Last year I bought a Lumo Lift, a device that tracks calories and buzzes whenever its wearer slouches. I wore it for about two weeks, wrote an article about it, and put it in a drawer. There it has sat, forlorn and uncharged, ever since.
My experience is apparently not unusual. The authors of a new editorial in theJournal of the American Medical Association point out that fitness trackers, like the FitBit and Jawbone, only work if they’re worn consistently, in the right way, and by people who actually need to become more healthy. And despite the gadgets’ proliferation in recent years, each one of those factors is kind of a long shot.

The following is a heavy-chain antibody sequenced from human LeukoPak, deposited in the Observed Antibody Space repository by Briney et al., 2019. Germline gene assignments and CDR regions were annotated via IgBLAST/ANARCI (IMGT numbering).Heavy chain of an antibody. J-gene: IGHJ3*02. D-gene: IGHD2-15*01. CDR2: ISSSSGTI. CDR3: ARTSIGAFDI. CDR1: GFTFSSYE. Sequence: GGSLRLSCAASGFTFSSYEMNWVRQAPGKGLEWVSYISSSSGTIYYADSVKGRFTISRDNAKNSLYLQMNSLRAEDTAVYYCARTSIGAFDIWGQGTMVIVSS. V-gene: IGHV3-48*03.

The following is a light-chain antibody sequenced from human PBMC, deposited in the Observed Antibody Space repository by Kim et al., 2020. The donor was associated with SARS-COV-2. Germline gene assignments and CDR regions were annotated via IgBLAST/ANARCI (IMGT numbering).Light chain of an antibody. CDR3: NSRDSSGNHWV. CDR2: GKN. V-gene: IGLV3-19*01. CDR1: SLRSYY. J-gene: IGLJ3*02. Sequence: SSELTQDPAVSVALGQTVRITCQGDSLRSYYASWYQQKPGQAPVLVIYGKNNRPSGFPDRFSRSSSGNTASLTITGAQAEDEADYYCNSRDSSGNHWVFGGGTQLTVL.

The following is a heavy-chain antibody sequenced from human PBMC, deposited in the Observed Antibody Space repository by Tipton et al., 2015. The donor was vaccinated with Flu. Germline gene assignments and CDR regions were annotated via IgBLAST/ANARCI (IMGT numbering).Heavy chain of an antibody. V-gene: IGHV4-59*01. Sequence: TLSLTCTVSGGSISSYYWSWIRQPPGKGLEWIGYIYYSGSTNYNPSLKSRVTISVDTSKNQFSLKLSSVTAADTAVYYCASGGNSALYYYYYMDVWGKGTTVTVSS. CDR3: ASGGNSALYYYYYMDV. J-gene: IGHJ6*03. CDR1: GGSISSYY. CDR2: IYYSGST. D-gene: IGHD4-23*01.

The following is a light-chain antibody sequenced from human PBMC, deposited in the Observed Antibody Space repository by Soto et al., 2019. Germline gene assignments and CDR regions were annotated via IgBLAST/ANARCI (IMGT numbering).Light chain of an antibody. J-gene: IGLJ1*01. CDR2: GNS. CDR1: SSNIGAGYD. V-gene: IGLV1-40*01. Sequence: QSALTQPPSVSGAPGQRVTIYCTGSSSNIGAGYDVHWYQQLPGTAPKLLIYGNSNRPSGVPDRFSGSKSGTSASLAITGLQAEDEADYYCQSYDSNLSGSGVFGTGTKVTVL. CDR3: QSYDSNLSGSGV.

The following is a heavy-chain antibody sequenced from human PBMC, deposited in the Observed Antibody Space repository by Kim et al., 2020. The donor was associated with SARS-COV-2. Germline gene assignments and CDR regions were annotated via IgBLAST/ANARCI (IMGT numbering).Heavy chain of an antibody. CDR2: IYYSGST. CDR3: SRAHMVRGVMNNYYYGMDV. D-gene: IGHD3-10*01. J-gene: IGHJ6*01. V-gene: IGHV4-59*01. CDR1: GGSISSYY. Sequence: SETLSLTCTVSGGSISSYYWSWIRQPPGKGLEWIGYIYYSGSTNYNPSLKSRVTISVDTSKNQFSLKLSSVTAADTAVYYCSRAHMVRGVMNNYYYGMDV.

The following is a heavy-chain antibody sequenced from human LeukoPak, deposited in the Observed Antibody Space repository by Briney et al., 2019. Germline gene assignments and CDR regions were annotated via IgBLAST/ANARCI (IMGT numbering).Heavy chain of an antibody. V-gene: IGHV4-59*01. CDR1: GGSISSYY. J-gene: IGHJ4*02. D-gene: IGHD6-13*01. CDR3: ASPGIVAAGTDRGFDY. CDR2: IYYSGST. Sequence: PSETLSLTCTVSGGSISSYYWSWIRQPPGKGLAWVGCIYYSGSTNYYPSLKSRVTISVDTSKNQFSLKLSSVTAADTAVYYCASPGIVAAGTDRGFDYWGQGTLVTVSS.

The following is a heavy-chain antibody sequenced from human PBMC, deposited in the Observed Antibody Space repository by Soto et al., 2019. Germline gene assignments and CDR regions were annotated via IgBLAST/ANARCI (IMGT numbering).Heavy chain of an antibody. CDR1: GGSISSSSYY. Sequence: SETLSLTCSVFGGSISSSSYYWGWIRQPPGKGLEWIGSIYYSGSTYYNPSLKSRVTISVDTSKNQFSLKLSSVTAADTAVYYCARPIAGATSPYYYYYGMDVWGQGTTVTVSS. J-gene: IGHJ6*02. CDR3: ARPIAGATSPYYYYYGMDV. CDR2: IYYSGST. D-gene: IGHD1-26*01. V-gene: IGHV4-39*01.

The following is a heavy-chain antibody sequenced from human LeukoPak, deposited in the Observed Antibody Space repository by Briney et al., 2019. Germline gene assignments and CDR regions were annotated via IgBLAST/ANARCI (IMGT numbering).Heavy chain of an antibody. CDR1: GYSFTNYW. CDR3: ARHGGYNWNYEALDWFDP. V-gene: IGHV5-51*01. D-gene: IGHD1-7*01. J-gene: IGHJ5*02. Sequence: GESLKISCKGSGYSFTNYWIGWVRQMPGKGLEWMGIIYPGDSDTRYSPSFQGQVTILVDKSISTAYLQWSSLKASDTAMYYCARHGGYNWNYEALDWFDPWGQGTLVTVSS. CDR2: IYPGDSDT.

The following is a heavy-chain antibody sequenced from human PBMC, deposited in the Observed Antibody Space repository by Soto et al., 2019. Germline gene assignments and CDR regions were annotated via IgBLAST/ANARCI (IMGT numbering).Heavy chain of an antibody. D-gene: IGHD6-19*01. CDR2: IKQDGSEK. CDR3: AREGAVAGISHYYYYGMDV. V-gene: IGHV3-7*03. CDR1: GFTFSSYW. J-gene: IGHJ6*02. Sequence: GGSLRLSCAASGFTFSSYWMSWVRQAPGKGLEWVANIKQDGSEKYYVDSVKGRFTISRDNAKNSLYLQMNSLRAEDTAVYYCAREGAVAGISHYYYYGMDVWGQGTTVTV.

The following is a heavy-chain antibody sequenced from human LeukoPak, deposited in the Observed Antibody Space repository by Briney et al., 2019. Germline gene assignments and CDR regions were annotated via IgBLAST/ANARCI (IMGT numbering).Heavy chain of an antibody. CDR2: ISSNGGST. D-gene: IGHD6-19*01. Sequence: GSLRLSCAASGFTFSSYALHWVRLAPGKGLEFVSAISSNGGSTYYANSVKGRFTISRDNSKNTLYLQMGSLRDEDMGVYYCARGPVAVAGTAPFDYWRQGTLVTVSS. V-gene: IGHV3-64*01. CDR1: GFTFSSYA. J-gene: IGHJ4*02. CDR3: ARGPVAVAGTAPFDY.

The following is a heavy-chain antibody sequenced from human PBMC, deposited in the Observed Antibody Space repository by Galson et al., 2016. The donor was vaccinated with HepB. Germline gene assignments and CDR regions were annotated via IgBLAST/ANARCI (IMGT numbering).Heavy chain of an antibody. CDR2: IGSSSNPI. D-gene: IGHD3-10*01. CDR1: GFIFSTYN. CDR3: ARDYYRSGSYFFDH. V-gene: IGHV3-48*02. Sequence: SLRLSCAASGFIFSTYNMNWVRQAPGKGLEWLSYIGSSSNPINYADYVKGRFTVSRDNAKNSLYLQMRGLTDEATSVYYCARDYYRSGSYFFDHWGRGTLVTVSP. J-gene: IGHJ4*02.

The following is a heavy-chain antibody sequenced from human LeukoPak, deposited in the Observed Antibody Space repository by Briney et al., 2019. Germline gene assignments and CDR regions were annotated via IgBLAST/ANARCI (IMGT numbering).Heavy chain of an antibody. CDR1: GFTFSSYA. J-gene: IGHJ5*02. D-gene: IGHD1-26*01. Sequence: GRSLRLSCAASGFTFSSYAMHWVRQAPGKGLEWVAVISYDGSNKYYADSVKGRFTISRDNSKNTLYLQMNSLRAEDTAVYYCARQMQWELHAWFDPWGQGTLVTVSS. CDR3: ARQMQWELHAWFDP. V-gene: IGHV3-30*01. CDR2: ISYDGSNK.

The authors, Mitesh Patel, David Asch, and Kevin Volpp of the University of Pennsylvania, point to a survey showing that only about one or two percent of Americans use wearables. (Depending on the definition of “wearable,” other surveys have found a much higher number—about 20 percent.)
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